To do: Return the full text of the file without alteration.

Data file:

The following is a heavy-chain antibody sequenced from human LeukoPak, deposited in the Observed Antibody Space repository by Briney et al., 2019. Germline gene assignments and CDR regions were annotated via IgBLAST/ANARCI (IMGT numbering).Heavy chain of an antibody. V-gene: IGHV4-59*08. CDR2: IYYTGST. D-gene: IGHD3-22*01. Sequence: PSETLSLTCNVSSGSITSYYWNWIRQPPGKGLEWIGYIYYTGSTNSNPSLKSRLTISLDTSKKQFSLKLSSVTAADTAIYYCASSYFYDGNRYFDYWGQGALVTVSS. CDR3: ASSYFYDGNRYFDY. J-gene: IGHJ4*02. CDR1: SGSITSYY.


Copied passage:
The following is a heavy-chain antibody sequenced from human LeukoPak, deposited in the Observed Antibody Space repository by Briney et al., 2019. Germline gene assignments and CDR regions were annotated via IgBLAST/ANARCI (IMGT numbering).Heavy chain of an antibody. V-gene: IGHV4-59*08. CDR2: IYYTGST. D-gene: IGHD3-22*01. Sequence: PSETLSLTCNVSSGSITSYYWNWIRQPPGKGLEWIGYIYYTGSTNSNPSLKSRLTISLDTSKKQFSLKLSSVTAADTAIYYCASSYFYDGNRYFDYWGQGALVTVSS. CDR3: ASSYFYDGNRYFDY. J-gene: IGHJ4*02. CDR1: SGSITSYY.